Today’s biggest pop songs inhabit tiny spaces. They trickle from earbuds. They flicker in YouTube windows. So hearing one in a cavernous concert hall — where the bass is shaking the air and bodies are pushing around in the darkness — can feel like a liberation.
Like when New Zealand teen phenom Lorde finally sang “Royals” near the close of her gig Friday night at Echostage, an airplane hanger of a nightclub off Bladensburg Road NE. In the past year, her career-making hit had navigated the improbable route from YouTube curiosity, to the winner’s circle at January’s Grammy Awards, to here.
“We crave a different kind of buzz,” she sang during the refrain, bathed in purple light, whipping her hair and hands around in quick bursts, clearly not feeling the weight of the generation she has been asked to carry on her shoulders.
Her real name is Ella Yelich-O’Connor and she won’t turn 18 until November, but her debut, “Pure Heroine,” has been championed as a pop album wise beyond its years. As her young fans sent “Royals” up the charts, the rest of the world seemed to freak over the singer’s precociousness.
And then they gave up and sang along. Because isn’t everyone’s adolescence a tangle of wild curiosity, vivid emotions and ferocious opinions?
The only thing that makes Lorde different from anyone else her age is her ability to straighten those knotted feelings into articulate, evocative, radio-colonizing pop hits. Her lyric sheet is filled with common teenage concerns: the body, the future, mobility, boredom, isolation, ambition, dreams. She also knows how to make her verses shimmer with a gothy and strangely inviting glamour.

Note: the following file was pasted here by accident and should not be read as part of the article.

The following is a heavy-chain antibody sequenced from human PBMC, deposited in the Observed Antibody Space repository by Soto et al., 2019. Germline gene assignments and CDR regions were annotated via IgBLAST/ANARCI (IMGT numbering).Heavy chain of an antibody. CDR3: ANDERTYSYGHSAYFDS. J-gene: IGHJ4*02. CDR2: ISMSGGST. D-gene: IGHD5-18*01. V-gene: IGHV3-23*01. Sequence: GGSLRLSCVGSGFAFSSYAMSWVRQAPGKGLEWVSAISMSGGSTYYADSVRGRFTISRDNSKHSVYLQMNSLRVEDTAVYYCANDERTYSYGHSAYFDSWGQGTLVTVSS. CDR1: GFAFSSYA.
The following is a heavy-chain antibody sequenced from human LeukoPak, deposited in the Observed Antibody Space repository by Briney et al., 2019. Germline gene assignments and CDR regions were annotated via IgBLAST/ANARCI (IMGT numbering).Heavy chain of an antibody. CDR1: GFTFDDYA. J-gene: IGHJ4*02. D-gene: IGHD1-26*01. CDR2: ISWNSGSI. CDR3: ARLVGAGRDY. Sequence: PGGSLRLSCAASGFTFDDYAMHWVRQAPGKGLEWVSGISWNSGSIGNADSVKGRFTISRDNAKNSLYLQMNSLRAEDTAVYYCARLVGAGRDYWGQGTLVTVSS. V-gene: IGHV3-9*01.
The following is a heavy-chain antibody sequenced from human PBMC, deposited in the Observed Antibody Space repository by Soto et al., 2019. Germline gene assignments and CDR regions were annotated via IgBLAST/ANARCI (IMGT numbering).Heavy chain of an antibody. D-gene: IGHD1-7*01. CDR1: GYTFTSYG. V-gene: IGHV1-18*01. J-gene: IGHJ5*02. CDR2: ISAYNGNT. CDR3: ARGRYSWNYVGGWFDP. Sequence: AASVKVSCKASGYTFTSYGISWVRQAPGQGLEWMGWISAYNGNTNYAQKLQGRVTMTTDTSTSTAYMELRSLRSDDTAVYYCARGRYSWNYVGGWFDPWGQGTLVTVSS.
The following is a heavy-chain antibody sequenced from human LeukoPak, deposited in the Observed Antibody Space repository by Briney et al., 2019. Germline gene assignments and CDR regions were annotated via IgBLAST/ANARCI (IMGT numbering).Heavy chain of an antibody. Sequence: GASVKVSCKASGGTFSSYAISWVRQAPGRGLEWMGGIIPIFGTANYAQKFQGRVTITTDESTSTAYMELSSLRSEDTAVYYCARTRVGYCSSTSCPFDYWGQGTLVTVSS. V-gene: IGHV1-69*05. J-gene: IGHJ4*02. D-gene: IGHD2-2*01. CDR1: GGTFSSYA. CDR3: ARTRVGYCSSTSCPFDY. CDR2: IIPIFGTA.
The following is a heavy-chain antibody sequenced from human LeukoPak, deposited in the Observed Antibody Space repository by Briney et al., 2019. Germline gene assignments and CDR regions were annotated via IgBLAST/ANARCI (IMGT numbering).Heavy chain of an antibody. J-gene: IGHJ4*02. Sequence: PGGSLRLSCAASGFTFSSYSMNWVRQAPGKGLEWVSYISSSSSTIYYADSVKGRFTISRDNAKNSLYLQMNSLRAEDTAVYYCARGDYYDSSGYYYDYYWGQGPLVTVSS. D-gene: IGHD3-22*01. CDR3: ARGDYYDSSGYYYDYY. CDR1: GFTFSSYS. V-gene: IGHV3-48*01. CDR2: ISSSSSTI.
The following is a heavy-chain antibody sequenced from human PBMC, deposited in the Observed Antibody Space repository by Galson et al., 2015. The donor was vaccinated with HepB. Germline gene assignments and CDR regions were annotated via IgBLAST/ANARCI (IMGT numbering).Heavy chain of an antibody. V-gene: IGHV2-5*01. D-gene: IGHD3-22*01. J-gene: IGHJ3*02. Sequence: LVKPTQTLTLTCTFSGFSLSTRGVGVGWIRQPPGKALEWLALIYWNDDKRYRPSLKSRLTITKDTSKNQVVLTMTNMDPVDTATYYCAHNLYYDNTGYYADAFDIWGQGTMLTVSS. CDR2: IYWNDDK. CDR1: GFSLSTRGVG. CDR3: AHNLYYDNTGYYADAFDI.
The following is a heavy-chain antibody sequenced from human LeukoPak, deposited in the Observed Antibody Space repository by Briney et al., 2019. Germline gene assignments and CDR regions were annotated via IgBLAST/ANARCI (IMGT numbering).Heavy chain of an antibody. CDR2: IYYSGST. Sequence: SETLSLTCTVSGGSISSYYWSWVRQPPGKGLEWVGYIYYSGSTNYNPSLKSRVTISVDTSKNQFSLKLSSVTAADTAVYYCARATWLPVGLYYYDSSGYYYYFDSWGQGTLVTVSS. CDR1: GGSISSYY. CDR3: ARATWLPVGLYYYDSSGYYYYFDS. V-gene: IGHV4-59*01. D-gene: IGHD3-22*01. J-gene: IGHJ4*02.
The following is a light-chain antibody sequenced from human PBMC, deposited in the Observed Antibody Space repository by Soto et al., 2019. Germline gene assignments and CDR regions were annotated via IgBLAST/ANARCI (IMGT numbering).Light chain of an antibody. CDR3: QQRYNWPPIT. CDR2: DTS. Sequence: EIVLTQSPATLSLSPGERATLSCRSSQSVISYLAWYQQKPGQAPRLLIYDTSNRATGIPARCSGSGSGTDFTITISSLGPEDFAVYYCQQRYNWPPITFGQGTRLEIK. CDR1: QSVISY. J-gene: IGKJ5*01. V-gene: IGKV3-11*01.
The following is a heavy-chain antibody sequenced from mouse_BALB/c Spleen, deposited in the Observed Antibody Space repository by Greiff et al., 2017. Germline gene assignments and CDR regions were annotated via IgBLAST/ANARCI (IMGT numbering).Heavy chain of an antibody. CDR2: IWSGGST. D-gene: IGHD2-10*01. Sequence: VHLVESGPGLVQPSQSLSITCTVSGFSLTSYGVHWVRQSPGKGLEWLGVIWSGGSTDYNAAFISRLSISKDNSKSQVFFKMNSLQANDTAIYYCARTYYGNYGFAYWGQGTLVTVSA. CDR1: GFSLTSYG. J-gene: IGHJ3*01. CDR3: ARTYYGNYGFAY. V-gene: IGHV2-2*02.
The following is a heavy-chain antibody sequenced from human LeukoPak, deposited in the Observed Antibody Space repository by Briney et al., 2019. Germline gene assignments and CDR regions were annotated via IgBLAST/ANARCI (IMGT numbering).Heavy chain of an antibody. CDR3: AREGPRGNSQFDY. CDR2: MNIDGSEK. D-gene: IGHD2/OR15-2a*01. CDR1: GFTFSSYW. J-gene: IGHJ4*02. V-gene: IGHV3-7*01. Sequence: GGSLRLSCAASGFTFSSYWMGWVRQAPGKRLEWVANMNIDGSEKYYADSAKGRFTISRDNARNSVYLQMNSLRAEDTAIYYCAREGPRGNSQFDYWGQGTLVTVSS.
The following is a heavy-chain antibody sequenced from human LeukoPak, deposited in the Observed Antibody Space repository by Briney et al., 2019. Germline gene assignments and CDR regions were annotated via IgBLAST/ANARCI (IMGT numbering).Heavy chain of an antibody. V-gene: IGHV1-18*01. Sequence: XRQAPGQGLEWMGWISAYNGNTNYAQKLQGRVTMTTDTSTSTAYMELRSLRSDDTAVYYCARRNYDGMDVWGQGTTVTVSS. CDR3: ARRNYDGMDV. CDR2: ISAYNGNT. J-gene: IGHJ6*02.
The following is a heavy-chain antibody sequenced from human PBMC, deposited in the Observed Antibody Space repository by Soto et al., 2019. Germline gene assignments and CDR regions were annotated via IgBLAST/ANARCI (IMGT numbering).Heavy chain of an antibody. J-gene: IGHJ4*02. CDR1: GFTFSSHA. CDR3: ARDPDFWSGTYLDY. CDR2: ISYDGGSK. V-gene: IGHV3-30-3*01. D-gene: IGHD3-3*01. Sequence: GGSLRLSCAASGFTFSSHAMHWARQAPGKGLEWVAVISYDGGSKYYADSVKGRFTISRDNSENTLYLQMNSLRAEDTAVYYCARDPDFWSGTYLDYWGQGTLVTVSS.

Isolation and ambition frequently went hand-in-hand at Echostage on Friday, especially during “Tennis Court,” a song about the loneliness and claustrophobia of an adolescence spent “never not chasing the million things I want.” It was the first big singalong of the night and one of the liveliest moments in a surprisingly propulsive 14-song set.
Even when things slowed, she refused to forfeit her poise. “I’m little, but I’m coming for the crown,” she sang over the vaporous synthesizers of “Still Sane,” her torchy mumble elegantly framed by keyboardist Jimmy Mac and drummer Ben Barter. The backing duo’s minimal setup was highly efficient and not dissimilar to that of James Blake, the experimental R&B singer to whom Lorde has pledged her fandom.
The girl has smart taste.
Based on the T-shirt she recently wore on the cover of Rolling Stone, she’s a fan of American rock weirdos the Cramps.
In another interview, she tipped her hat to Washington punk icons Fugazi. And while she didn’t cover “Waiting Room” on Friday night, she did transpose the breezy jangles of the Replacements’ “Swingin’ Party” into a church hymn.
On YouTube, it’s Lorde’s songs that are being covered by fans around the world — including Bruce Springsteen, who, at a recent concert in New Zealand, sang “Royals” as a sequence of everyman grunts.
She didn’t mention the Boss’s cover onstage, though. Instead, she basked in that different kind of buzz as it blasted across a very big room.